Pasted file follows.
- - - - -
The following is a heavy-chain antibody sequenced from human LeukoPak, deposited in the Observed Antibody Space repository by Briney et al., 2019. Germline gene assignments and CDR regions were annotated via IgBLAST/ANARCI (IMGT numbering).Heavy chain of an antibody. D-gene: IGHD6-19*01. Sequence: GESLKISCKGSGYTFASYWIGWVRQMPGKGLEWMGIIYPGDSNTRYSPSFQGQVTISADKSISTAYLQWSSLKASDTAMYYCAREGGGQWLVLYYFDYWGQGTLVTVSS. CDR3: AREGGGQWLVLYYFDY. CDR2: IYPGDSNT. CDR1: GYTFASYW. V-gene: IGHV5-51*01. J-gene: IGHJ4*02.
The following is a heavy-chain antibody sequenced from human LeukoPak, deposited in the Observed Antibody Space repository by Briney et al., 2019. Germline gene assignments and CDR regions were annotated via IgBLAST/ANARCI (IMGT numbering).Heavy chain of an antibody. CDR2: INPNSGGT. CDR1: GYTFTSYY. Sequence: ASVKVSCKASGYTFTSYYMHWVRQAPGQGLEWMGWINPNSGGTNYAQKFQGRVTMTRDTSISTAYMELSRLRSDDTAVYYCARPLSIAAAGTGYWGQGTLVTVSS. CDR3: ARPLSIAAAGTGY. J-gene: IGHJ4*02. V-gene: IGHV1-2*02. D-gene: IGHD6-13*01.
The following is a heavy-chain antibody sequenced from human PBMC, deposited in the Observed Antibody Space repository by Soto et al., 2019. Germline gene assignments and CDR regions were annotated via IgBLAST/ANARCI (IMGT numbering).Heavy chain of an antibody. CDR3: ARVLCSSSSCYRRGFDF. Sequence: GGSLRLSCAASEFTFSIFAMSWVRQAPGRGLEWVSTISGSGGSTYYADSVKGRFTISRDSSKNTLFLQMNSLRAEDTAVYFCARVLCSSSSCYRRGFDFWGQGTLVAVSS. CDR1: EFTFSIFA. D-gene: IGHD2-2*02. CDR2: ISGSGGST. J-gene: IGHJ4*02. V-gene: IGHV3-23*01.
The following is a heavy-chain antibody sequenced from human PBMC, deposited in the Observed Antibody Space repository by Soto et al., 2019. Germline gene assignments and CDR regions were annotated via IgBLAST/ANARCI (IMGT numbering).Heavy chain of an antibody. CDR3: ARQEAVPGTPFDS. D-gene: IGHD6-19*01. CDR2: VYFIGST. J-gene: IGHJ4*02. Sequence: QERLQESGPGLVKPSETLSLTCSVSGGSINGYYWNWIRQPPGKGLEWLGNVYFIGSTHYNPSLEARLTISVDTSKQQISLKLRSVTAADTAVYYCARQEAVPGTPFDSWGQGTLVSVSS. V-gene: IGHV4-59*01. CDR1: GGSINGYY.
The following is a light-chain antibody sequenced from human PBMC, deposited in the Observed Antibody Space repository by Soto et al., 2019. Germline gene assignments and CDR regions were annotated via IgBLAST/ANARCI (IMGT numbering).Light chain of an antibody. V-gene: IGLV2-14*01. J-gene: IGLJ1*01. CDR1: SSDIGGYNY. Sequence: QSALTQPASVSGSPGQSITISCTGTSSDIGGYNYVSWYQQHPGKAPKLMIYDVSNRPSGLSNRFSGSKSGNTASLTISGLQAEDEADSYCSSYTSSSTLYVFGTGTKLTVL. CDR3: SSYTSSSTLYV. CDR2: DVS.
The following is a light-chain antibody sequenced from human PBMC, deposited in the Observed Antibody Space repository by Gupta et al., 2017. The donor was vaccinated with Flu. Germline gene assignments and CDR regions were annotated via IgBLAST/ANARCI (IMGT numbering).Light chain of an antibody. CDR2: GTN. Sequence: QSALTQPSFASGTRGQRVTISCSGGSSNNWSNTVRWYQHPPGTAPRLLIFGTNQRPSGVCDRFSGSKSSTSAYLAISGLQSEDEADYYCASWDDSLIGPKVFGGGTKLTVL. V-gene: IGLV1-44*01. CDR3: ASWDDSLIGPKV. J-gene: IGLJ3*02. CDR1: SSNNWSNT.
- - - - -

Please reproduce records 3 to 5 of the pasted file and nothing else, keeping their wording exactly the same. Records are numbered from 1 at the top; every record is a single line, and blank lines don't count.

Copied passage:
The following is a heavy-chain antibody sequenced from human PBMC, deposited in the Observed Antibody Space repository by Soto et al., 2019. Germline gene assignments and CDR regions were annotated via IgBLAST/ANARCI (IMGT numbering).Heavy chain of an antibody. CDR3: ARVLCSSSSCYRRGFDF. Sequence: GGSLRLSCAASEFTFSIFAMSWVRQAPGRGLEWVSTISGSGGSTYYADSVKGRFTISRDSSKNTLFLQMNSLRAEDTAVYFCARVLCSSSSCYRRGFDFWGQGTLVAVSS. CDR1: EFTFSIFA. D-gene: IGHD2-2*02. CDR2: ISGSGGST. J-gene: IGHJ4*02. V-gene: IGHV3-23*01.
The following is a heavy-chain antibody sequenced from human PBMC, deposited in the Observed Antibody Space repository by Soto et al., 2019. Germline gene assignments and CDR regions were annotated via IgBLAST/ANARCI (IMGT numbering).Heavy chain of an antibody. CDR3: ARQEAVPGTPFDS. D-gene: IGHD6-19*01. CDR2: VYFIGST. J-gene: IGHJ4*02. Sequence: QERLQESGPGLVKPSETLSLTCSVSGGSINGYYWNWIRQPPGKGLEWLGNVYFIGSTHYNPSLEARLTISVDTSKQQISLKLRSVTAADTAVYYCARQEAVPGTPFDSWGQGTLVSVSS. V-gene: IGHV4-59*01. CDR1: GGSINGYY.
The following is a light-chain antibody sequenced from human PBMC, deposited in the Observed Antibody Space repository by Soto et al., 2019. Germline gene assignments and CDR regions were annotated via IgBLAST/ANARCI (IMGT numbering).Light chain of an antibody. V-gene: IGLV2-14*01. J-gene: IGLJ1*01. CDR1: SSDIGGYNY. Sequence: QSALTQPASVSGSPGQSITISCTGTSSDIGGYNYVSWYQQHPGKAPKLMIYDVSNRPSGLSNRFSGSKSGNTASLTISGLQAEDEADSYCSSYTSSSTLYVFGTGTKLTVL. CDR3: SSYTSSSTLYV. CDR2: DVS.